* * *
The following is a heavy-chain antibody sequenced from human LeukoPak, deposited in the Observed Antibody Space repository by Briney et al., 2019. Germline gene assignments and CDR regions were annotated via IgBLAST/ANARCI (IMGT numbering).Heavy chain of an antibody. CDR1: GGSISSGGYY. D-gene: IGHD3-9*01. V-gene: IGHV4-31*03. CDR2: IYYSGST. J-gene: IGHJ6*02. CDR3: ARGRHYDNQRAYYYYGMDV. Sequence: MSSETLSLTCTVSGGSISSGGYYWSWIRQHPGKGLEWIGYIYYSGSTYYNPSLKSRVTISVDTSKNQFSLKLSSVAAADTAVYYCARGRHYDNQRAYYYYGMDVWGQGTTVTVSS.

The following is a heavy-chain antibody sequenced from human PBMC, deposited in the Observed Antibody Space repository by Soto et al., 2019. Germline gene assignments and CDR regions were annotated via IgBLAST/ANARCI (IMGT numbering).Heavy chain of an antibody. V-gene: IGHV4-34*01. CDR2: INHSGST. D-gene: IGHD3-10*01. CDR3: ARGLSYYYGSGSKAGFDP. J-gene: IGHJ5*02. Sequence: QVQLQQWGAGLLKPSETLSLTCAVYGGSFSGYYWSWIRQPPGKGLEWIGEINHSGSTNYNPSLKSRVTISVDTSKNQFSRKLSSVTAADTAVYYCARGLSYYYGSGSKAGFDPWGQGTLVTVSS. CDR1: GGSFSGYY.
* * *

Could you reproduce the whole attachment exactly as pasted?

The following is a heavy-chain antibody sequenced from human LeukoPak, deposited in the Observed Antibody Space repository by Briney et al., 2019. Germline gene assignments and CDR regions were annotated via IgBLAST/ANARCI (IMGT numbering).Heavy chain of an antibody. CDR1: GGSISSGGYY. D-gene: IGHD3-9*01. V-gene: IGHV4-31*03. CDR2: IYYSGST. J-gene: IGHJ6*02. CDR3: ARGRHYDNQRAYYYYGMDV. Sequence: MSSETLSLTCTVSGGSISSGGYYWSWIRQHPGKGLEWIGYIYYSGSTYYNPSLKSRVTISVDTSKNQFSLKLSSVAAADTAVYYCARGRHYDNQRAYYYYGMDVWGQGTTVTVSS.

The following is a heavy-chain antibody sequenced from human PBMC, deposited in the Observed Antibody Space repository by Soto et al., 2019. Germline gene assignments and CDR regions were annotated via IgBLAST/ANARCI (IMGT numbering).Heavy chain of an antibody. V-gene: IGHV4-34*01. CDR2: INHSGST. D-gene: IGHD3-10*01. CDR3: ARGLSYYYGSGSKAGFDP. J-gene: IGHJ5*02. Sequence: QVQLQQWGAGLLKPSETLSLTCAVYGGSFSGYYWSWIRQPPGKGLEWIGEINHSGSTNYNPSLKSRVTISVDTSKNQFSRKLSSVTAADTAVYYCARGLSYYYGSGSKAGFDPWGQGTLVTVSS. CDR1: GGSFSGYY.